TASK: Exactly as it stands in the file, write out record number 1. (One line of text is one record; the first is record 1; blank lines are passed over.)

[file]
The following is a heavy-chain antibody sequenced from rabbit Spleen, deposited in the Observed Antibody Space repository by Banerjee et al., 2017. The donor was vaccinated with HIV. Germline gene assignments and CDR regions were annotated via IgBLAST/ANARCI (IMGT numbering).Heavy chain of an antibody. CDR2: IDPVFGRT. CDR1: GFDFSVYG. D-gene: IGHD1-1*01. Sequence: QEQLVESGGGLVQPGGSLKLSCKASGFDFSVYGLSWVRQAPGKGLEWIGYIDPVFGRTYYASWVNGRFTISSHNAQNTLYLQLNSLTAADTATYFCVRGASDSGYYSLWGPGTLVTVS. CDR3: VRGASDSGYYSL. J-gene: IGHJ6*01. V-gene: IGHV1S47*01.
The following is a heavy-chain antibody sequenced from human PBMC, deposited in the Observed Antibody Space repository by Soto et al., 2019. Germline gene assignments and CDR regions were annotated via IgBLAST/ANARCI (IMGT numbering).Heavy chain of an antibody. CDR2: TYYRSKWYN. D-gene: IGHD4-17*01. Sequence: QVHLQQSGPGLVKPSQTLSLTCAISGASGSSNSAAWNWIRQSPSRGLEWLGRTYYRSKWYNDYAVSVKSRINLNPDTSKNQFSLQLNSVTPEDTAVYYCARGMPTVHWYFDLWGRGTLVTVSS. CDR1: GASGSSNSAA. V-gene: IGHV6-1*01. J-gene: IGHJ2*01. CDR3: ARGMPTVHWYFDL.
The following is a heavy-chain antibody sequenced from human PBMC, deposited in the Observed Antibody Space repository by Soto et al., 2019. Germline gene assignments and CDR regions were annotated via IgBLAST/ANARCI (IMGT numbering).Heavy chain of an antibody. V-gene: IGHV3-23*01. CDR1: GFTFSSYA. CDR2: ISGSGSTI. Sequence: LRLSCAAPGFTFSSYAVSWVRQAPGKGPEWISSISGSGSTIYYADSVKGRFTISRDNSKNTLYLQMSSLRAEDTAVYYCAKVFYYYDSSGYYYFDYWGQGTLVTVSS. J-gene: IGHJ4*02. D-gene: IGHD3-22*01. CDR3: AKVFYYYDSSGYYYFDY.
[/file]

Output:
The following is a heavy-chain antibody sequenced from rabbit Spleen, deposited in the Observed Antibody Space repository by Banerjee et al., 2017. The donor was vaccinated with HIV. Germline gene assignments and CDR regions were annotated via IgBLAST/ANARCI (IMGT numbering).Heavy chain of an antibody. CDR2: IDPVFGRT. CDR1: GFDFSVYG. D-gene: IGHD1-1*01. Sequence: QEQLVESGGGLVQPGGSLKLSCKASGFDFSVYGLSWVRQAPGKGLEWIGYIDPVFGRTYYASWVNGRFTISSHNAQNTLYLQLNSLTAADTATYFCVRGASDSGYYSLWGPGTLVTVS. CDR3: VRGASDSGYYSL. J-gene: IGHJ6*01. V-gene: IGHV1S47*01.